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Observer-Conditioned-Observable Design Pattern

Douglas Lyon and Carl Weiman



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The Observer-Conditioned-Observable (OCO) combines digitizing and transcoding of numeric change events. During the processing of numeric events, the transcoder converts the number from one range into another while preserving the mathematical integrity of the value. Numeric controllers that generate such events can be based in floating point numbers or integer numbers. For example, the JSpinners of Swing are based in floating point numbers, but JSliders are based in integers. Thus, the dynamic range of the JSliders is typically many orders of magnitude away from the dynamic range of the spinners. Even worse, changes in a numeric model can propagate to an integer-based spinner. This leads to quantization error and back propagation of the re-quantized value.

Interactive programs use multiple viewers and controllers to alter an underlying numeric model. These can update each other in an observer-observable loop that can propagate unintended and unmanaged digitization errors. The OCO design pattern breaks the loop and maintains control of the numerical values. The interception of changes is done via a modification of the equals method. If two numbers are equal (to within a user defined tolerance) propagation is suppressed. Thus, the digitizer re-samples and re-quantizes the numeric event.

Another potential problem arises when multiple viewer-controllers for the same number model employ different scales. For example, sliders can range between two integer numbers (e.g., 0...100); whereas the floating-point number that we would like to model ranges from 0.0 and 1.0. We demonstrate a procedure for translating one value into the range of another, without error or feedback. OCO also samples events in time. This band limits the events to a level deemed reasonable for the application.

The veto design pattern is not new, nor, for that matter, is a numeric veto design pattern. However, a numeric veto design pattern that is sensitive to the magnitude and rate of the numeric change is new. Also new is the conversion of one numeric range into another during the model view controller construction. Thus, we have arrived at a new name for our design pattern, called the Observer-Conditioned-Observable design pattern (OCO).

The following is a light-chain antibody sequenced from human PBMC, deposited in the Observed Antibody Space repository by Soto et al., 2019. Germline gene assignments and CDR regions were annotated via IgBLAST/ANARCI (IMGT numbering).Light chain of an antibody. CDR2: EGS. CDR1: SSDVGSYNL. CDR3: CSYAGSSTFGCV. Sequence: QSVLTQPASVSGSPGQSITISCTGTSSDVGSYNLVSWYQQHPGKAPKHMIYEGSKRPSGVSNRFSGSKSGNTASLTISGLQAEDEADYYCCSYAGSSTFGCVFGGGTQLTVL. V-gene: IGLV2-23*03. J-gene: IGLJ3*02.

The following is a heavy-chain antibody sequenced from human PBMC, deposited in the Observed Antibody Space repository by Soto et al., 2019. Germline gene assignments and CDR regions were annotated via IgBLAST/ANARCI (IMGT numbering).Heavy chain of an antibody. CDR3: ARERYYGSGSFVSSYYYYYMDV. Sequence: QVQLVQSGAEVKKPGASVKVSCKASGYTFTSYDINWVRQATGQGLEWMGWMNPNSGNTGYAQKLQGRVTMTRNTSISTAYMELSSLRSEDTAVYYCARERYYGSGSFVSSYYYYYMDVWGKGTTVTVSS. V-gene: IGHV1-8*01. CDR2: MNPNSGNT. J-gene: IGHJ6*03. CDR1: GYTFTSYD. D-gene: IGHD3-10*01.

We apply the OCO design to the input of numbers that not only are floating point, but that have a high dynamic range. The goal of our system is to allow the user to sweep large spans of dynamic range and "zoom in" with high precision in areas of interest, for example, bifurcation points in a dynamical system. Our particular application involves 16 degrees of freedom for controlling the compound iteration of several hundred Java 3D linear transformations, in real-time. Other applications include scientific/mathematical simulation, Monte Carlo methods and numeric solution of systems of equations. These applications are critically dependent on initial conditions.


The OCO design pattern ensures that consistency is maintained between normally incompatible numeric models, views and controllers. The numeric models intercept and convert numeric change events from integer-based controllers and from models that have different underlying numeric data types (i.e., conversion from floating point models to integer models, and back). The design is meant to provide a consistent method for allowing complex inter-numeric associations to communicate with integrity and without the danger of an endless observer-observable feedback loop.